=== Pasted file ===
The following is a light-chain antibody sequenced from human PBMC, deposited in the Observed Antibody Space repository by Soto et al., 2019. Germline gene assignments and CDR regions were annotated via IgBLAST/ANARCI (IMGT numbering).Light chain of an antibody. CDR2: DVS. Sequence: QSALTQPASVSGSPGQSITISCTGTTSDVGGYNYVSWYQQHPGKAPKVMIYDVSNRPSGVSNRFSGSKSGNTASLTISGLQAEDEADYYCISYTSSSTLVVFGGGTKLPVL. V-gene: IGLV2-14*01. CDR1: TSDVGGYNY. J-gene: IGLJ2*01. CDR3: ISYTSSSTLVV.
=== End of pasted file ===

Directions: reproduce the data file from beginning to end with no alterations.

The following is a light-chain antibody sequenced from human PBMC, deposited in the Observed Antibody Space repository by Soto et al., 2019. Germline gene assignments and CDR regions were annotated via IgBLAST/ANARCI (IMGT numbering).Light chain of an antibody. CDR2: DVS. Sequence: QSALTQPASVSGSPGQSITISCTGTTSDVGGYNYVSWYQQHPGKAPKVMIYDVSNRPSGVSNRFSGSKSGNTASLTISGLQAEDEADYYCISYTSSSTLVVFGGGTKLPVL. V-gene: IGLV2-14*01. CDR1: TSDVGGYNY. J-gene: IGLJ2*01. CDR3: ISYTSSSTLVV.